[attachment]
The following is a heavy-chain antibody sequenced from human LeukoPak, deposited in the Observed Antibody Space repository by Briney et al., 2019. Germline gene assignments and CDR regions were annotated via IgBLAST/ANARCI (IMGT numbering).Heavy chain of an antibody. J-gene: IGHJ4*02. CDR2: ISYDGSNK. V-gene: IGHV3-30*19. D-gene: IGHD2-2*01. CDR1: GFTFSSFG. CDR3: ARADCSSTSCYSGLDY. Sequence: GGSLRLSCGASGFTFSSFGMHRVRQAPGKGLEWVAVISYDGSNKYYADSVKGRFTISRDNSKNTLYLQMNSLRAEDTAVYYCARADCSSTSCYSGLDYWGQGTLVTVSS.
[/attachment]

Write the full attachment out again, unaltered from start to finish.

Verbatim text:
The following is a heavy-chain antibody sequenced from human LeukoPak, deposited in the Observed Antibody Space repository by Briney et al., 2019. Germline gene assignments and CDR regions were annotated via IgBLAST/ANARCI (IMGT numbering).Heavy chain of an antibody. J-gene: IGHJ4*02. CDR2: ISYDGSNK. V-gene: IGHV3-30*19. D-gene: IGHD2-2*01. CDR1: GFTFSSFG. CDR3: ARADCSSTSCYSGLDY. Sequence: GGSLRLSCGASGFTFSSFGMHRVRQAPGKGLEWVAVISYDGSNKYYADSVKGRFTISRDNSKNTLYLQMNSLRAEDTAVYYCARADCSSTSCYSGLDYWGQGTLVTVSS.